It was 1952 at the Helsinki Olympics, and the Cold War was heating up.
Making their first appearance at the Olympics were the Soviet Union. And in the 3,000-meter steeplechase, the favorites were Russians Vladimir Kazantsev, and Mikhail Saltykov, both world record holders with times under 9 minutes. Horace Ashenfelter, an American whose best at the time was nearly 18 seconds slower than Kazantsev’s best, was not given a chance to win the steeplechase competition.
And yet the American press played up the geo-political theme, particularly since Ashenfelter was an FBI agent in the US government. As Red Smith wrote in his column on July 26, 1952,
It was evident at Wednesday’s steeplechase heats that the final would bring about the carnival’s first head-on, man to man clash between an American and a Russian. A lot of people had been waiting for such a match ever since it became apparent, long before the games opened, that the 15th Olympics would be chiefly a Russian-American struggle. Before the heats, however, nobody had dreamt that the match might come about in the steeplechase. All the tall tales about a generation of supermen rehearsing behind the iron curtain had made special mention of Vladimir Kazantsev of Kiev, who had been charging over the obstacles at speeds the outside world had never seen.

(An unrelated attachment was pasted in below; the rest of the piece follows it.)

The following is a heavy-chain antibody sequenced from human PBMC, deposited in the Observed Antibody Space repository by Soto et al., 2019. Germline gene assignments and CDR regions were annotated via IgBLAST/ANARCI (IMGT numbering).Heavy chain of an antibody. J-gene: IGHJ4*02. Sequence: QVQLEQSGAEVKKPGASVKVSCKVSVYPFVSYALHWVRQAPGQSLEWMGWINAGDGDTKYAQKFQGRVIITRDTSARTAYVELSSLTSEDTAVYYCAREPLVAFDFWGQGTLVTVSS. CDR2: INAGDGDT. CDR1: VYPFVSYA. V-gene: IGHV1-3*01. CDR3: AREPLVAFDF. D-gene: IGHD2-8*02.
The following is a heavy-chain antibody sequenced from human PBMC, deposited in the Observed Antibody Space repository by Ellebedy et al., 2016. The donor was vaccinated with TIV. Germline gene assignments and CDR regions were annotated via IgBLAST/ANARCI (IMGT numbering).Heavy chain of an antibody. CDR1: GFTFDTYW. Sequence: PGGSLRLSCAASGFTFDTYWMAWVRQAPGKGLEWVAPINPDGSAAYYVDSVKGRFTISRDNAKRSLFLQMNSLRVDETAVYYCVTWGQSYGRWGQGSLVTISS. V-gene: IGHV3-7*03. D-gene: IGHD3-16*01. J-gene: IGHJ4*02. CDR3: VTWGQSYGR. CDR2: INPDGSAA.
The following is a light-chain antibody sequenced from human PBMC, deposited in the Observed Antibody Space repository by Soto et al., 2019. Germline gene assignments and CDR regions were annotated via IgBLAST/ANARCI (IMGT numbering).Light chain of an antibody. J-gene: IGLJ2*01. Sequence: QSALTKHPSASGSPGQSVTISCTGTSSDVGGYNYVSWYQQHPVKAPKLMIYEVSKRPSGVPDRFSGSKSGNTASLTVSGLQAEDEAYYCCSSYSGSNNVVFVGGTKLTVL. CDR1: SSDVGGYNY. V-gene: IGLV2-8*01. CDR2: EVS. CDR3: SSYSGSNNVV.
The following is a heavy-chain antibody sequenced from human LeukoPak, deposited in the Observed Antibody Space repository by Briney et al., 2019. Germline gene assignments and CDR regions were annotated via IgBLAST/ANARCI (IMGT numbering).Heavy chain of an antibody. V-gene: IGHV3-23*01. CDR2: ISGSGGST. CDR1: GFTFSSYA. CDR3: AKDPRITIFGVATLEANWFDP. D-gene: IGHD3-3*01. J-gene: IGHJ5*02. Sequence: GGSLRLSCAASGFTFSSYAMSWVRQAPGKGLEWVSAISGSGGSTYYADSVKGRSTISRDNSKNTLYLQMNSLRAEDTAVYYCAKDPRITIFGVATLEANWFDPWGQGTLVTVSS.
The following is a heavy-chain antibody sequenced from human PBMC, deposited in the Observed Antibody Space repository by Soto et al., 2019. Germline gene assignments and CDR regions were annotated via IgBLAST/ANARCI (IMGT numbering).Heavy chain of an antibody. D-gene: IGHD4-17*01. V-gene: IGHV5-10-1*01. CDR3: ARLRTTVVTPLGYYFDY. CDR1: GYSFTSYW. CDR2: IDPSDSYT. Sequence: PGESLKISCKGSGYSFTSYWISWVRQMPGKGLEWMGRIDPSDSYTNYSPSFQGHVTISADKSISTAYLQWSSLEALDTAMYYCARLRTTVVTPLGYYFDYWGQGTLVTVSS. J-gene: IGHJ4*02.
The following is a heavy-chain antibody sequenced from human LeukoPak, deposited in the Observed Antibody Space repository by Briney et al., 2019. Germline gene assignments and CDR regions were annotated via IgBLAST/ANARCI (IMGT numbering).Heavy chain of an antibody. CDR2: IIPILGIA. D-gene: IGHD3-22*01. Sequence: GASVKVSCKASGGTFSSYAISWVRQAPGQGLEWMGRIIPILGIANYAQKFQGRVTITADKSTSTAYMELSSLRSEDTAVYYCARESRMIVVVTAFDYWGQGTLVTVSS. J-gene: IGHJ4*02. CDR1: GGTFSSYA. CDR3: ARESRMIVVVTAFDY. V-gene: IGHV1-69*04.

With such a foe looming, Ashenfelter was given little chance. In the book, The Heart of a Champion, he was teased about his likely fate at the hand of the Russians:
“Horace, how is it going to feel to be out there running on the track when Kazantsev is in taking a shower and on his way home?” Another team-mate said, “I’ll bet Horace will have only three laps to go when Kazantsev is getting his gold medal.”
And yet, Ashenfelter was never fazed by the challenge. As stated in this interview, Ashenfelter was in prime shape and had nothing to lose.
I’m a pretty confident guy, actually and – put it this way – he had to beat me. It was the first time and only time where I had about three weeks of controlled training and rest. I had fine tuned my weight and weighed 128 pounds which I carried on five feet nine frame as compared to my normal weight of 140. I was in outstanding shape and had no bad luck occur. I was just going to stay with the pace as long as I could and to make the pace if I had to – I didn’t mind that.
He got suckered by his coaches as his plan they had was for him to stay with me. That meant that he was running on my right shoulder the whole race and adding three or four yards to each lap. I ran him a little bit wide on the corners and we bumped several times as he was running that close to me. That didn’t bother me but it may have bothered him – I don’t know. I knew I had a lot left at the end.
The American press lapped up the victory. As Smith wrote in his column, “The G man, reluctant to keep his back turned on a Commie, trotted back and slapped Kazantsev on the blouse of his britches.”
It was not known at that time that Kazantsev was also a KGB Agent, but one could imagine that Red Smith’s rhetoric would have been even more provocative.
As for Ashenfelter, he could care less about the Cold War drama on the track. “He was just an opponent. The media writes what they think and what they believe will attract readers.”
On January 6, 2018, Horace Ashenfelter passed away at the age of 94.